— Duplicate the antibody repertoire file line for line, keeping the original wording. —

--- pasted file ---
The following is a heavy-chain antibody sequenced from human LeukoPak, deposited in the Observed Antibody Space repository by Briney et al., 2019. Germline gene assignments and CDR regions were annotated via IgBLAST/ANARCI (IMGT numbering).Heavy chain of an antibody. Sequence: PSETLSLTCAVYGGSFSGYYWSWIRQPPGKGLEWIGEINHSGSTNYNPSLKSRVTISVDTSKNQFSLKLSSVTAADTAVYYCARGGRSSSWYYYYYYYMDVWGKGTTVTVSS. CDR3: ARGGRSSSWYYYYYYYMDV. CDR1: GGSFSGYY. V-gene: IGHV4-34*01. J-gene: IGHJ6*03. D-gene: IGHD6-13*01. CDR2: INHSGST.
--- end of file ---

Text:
The following is a heavy-chain antibody sequenced from human LeukoPak, deposited in the Observed Antibody Space repository by Briney et al., 2019. Germline gene assignments and CDR regions were annotated via IgBLAST/ANARCI (IMGT numbering).Heavy chain of an antibody. Sequence: PSETLSLTCAVYGGSFSGYYWSWIRQPPGKGLEWIGEINHSGSTNYNPSLKSRVTISVDTSKNQFSLKLSSVTAADTAVYYCARGGRSSSWYYYYYYYMDVWGKGTTVTVSS. CDR3: ARGGRSSSWYYYYYYYMDV. CDR1: GGSFSGYY. V-gene: IGHV4-34*01. J-gene: IGHJ6*03. D-gene: IGHD6-13*01. CDR2: INHSGST.